It’s December and that means you are already running the food gantlet.
The closer you move toward Christmas, the more likely you are to face delicious pies, candies, gravy and sweet rolls everywhere you look.
If you are going to emerge Jan. 1 without a belly that shakes like a bowl full of jelly, it’s going to take a good game plan.
You’ll need willpower, for sure, but here are 10 tips that might help too.
Keep exercising: The holidays are sometimes overwhelmingly busy, making it easy to talk yourself into taking time off from exercise. Not only will regular exercise help your waistline fend off the abuse you do to it at parties, but it can help reduce the stress that seems to be synonymous with Christmas.
Dip, don’t scoop: Dipping your vegetables or chips adds calories, but you can limit the damage a little bit. Stab the dip rather than scooping up a heaping mound. You’ll cut a few calories and still get enough extra flavor to make that raw broccoli palatable.
Focus: Pay attention to everything you eat. This doesn’t necessarily mean stay away from everything sweet. It just means don’t mindlessly shovel hors d’oeuvres into your mouth while you’re chatting with friends. If it helps, move the conversation away from the table. A good conversation is a great way to take your mind off food.
Forget tradition: Whenever I see the cranberry sauce at a holiday dinner, I always think, “Hey, who invited you? Nobody likes you, but you come back every year.” Why? It’s tradition, of course. Every family has their own traditional foods, but don’t feel obligated to eat those dishes unless it’s what you want. You are not obligated to overeat.
Pre-eat (or don’t): Eating before a party in hopes of controlling your appetite might work for some people. In fact, I’ve seen dietitians recommend eating string cheese or almonds before a party to curb your hunger. Maybe this will work for you, but I can personally attest it’s not for everybody. Maybe you’re full, but is that really going to stop you from trying some delicious-looking desserts? Be honest with yourself. Not every approach is ideal for everybody. For you, pre-eating might just guarantee that by the end of the night you will have eaten too much. Plus, it’s the holidays. Enjoy them a little.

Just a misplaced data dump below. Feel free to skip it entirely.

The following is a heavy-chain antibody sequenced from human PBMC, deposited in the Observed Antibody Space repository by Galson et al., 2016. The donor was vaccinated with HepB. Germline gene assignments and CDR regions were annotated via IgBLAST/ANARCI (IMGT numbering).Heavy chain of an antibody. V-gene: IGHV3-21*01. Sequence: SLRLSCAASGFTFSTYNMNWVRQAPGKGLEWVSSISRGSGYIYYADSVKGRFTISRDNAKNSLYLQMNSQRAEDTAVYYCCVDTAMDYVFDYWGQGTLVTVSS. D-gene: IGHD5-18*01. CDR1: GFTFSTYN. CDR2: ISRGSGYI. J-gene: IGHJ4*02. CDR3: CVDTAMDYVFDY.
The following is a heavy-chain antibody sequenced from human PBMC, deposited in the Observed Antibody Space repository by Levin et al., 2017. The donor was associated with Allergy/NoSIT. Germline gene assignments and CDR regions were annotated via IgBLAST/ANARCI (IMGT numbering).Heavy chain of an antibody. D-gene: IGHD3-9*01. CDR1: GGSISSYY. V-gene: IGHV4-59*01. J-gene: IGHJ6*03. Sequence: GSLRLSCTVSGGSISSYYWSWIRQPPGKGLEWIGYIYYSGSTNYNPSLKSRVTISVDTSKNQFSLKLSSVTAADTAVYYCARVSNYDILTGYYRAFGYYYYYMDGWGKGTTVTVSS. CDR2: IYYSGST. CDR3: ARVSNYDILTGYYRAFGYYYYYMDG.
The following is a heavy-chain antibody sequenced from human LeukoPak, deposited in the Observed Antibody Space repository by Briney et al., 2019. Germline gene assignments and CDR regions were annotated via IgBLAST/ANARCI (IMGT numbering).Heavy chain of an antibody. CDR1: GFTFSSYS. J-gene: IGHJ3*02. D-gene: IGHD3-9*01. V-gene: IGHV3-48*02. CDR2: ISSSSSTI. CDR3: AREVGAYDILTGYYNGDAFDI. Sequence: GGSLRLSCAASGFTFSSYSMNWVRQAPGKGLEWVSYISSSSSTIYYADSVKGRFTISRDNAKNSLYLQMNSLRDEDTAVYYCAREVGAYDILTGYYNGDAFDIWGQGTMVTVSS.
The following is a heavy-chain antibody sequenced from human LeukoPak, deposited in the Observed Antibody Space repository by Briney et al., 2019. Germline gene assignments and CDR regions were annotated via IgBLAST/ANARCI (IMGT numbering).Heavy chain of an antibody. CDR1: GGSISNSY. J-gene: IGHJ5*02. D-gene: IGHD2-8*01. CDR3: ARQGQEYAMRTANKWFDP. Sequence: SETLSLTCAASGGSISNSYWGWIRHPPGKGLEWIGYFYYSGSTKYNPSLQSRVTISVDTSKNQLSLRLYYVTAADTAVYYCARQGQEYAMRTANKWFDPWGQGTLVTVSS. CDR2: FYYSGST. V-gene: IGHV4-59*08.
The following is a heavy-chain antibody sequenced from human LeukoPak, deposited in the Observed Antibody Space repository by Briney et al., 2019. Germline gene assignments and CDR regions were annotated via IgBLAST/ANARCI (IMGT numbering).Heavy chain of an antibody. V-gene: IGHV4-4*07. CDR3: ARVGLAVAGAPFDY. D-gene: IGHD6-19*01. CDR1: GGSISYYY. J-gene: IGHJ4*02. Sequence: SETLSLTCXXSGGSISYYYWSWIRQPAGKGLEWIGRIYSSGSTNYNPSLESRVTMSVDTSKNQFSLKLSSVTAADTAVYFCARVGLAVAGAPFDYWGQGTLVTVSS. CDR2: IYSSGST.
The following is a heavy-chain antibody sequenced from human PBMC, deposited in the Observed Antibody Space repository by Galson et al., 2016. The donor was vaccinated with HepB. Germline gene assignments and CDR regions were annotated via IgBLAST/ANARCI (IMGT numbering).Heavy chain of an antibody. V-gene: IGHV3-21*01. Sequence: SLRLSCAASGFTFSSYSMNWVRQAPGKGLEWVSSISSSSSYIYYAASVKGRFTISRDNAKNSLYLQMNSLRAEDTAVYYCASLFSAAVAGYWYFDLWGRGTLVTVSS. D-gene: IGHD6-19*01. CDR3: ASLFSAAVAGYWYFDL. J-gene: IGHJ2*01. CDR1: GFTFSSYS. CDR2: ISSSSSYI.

Scout the buffet: The holiday party buffet line can be a recipe for disaster. You take a little of this and little of that, but with each step you discover a new delicacy that looks even better. Putting food back is rude (and gross), so by the end of the line you have a heaping mound of food. Instead, scout the buffet, decide what you want and then make your trip through the line.
Be a little snobby: Author and doctor Michelle May once offered me a good idea for a mind-set to adapt when attending holiday parties. “Eat like a food snob.” Sure, maybe you’d be content with a bowl of Cap’n Crunch and a microwave burrito for dinner most of the year, but don’t go through the holidays with that mind-set. Pass on the foods you can eat any time and consume only what you truly enjoy. Eat slowly and savor every bite of that food. If it’s not as good as you expected, don’t eat any more. When you’re full, stop eating.
As a regular diner, you might be afraid that not cleaning your plate will hurt somebody’s feelings. A food snob doesn’t worry about that stuff. (Plus, the truth is that somebody probably won’t even notice.)
Food snobs also don’t erect food towers on their plate. Implement a no-stacking rule when you pass through the food line.
Brush: Sneaking out of the party for a few minutes to brush your teeth after your first plate of food can be a good way to curb your desire to eat too much. As a bonus, it’s also good for your teeth and your date will appreciate that you don’t have turkey breath.
Think before you eat: Chances are you’re a veteran of many holiday parties and you know exactly how too much stuffing and cheesecake is going to make you feel in a few hours. And chances are, you aren’t thinking about that when you are in the chow line.
Try thinking about how you want to feel later and choose food accordingly.
Take a walk: Capping a big dinner with a little walk around the neighborhood can make you feel better and burn a few calories, too. It can also be a nice way to enjoy the Christmas lights and, if you’re lucky, a little snow.